Jim Gerrish wrote a whole book on the topic.  In Kick the Hay Habit Gerrish details how expensive hay is, how much better off the cows are if you let them harvest their own feed and how practical it is for almost all of North America.  He guesses that farmers continue to put up hay because it’s “just what you are supposed to do”…and because they like to…even if it is not in the best interest of their wallet.

Greg Judy suggests keeping 30 days of hay purchased in case of an ice storm that the cows can’t graze through.  Julius Ruechel, Gordon Hazard, Cody Holmes…I could keep listing authors/ranchers who agree.  OK, maybe not Joel Salatin.  Or even my friend Matron of Husbandry.

I’m not presenting a case against hay.  I’m presenting a case for why I believe our days of baling hay are numbered.  For now, though, we have fully-depreciated, functional equipment, we enjoy haying (allergies aside) and it’s just what you are supposed to do.  So we’ll probably keep it up for a while.  Long enough to build strength and character in my sons anyway.

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11 thoughts on “Numbering the Days of Hay

  1. No wonder they call it hay fever 😉 It’s a conundrum for sure, buying hay is certainly a better use of your dollars and time. Interesting note: one of my cow class attendees mentioned that he went to a Gerrish seminar and he said everyone can get the hay out of their operation except the little slice of land called Cascadia in western Washington and Oregon. Here it’s not the cold, it’s the rain and mud. I’m happy to have cut my hay making in half, but I don’t see ever going without hay and buying here either puts you in the $250 a ton range for eastern Oregon hay 100 miles one-way away, or $150 (in the field) local crappy grass hay. We can still put good hay in the barn much cheaper than that with our paid for equipment. If we had buy new equipment or had hay fever, this whole comment would be different.

    • Well, not to mention the rain ruins the quality of your standing forage. I think we’re several years away from it as I have to get better at grazing and I have to build my pastures. Something to shoot for.

  2. Don’t discount the value of your girls. They can drive the tractors. I don’t advocate for women doing heavy lifting, yes, I know they carry babies around. Babies seldom start out weighing more than 10 pounds and are walking on their own before they weigh 50 pounds – even counting car seats and diaper bags. Girls enjoy berry picking, too – so get them involved. Now the cost of putting up your own hay is the same as gardening. It is a renewable resource, it is probably no cheaper than buying it at the store, but you know what is in it and the quality. Allergies: wear a mask, drive the tractor, work where you are out of the dust as much as possible and talk to your Dr. Not every allergy pill out there will turn you into a zombie. Besides: you could buy a round baler. How long would it take to pay for one, discount the cost of allergy pills, time spent putting up hay and wear and tear on your nerves? Anyway, driving over the hay field gives you valuable time to check out the pasture and adjoining acreages and well as the fences.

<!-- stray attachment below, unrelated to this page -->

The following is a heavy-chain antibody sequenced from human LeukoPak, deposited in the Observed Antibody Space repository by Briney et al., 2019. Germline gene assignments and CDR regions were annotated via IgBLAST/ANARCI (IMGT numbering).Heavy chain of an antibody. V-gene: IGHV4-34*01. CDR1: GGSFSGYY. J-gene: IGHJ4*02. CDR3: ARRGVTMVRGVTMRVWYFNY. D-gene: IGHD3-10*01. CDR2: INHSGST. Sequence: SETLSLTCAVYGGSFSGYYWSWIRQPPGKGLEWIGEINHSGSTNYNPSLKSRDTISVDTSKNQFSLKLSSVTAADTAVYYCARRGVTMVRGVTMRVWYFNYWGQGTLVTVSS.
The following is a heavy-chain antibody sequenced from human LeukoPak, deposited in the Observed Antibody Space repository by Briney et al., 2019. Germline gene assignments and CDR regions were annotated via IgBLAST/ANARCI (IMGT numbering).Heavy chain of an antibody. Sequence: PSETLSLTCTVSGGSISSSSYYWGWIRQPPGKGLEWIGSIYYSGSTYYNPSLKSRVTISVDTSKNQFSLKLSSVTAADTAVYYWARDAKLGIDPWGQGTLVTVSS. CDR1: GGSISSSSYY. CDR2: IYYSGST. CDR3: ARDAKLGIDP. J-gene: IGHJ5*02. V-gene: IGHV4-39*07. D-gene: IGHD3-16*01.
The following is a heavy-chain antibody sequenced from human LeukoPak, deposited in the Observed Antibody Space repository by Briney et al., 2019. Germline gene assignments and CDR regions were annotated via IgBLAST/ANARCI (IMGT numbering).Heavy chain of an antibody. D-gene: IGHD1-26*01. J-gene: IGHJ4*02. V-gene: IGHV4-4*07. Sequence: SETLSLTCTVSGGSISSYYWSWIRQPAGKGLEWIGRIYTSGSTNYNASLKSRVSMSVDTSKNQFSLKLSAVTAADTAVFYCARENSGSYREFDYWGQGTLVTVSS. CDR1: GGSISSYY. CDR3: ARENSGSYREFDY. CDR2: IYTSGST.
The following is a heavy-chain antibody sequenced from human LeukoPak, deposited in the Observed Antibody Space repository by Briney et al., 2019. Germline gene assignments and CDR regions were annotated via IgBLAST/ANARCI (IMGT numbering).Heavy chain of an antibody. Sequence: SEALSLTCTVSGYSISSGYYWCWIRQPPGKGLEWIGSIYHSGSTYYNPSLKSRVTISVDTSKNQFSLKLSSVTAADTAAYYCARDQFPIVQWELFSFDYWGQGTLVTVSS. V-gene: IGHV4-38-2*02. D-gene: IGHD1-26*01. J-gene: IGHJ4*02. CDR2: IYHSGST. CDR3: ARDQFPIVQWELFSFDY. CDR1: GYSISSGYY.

• Careful with the accusations there, mom. You have painted a picture that suggests I believe girls should be in the kitchen taking care of children. I can’t allow that to stand. If the girls were interested they would be on the wagon. I do a pretty good job of keeping my kids around me whatever the task. However, boys and girls alike choose their level of involvement in difficult farm work. The whole family picked berries down there the following Sunday, neck deep in poison ivy. Daughter #1 stuck with it while the other three ran off to explore in the woods.

      Really pencil out what it costs us to put up a bale of hay. Dad broke a tooth on your mower/conditioner. Dad raked the alfalfa twice, dealing with a leaky tire on the rake. We thought we broke the JD baler. We wrestled with the red baler while watching a rain storm kick up out of nowhere. We have a flat tire on a hay wagon. We still haven’t put the hay in the barn. How many hours would a round-baler really save? We would have total control over hay quality if we just bought it. Wouldn’t need the mower. Wouldn’t need a rake. Wouldn’t need a baler. Wouldn’t need a tractor. On top of that, we could graze more animals by reclaiming that hay ground as pasture. With less equipment we would need fewer sheds…like the machine shed I still haven’t repaired from snow damage.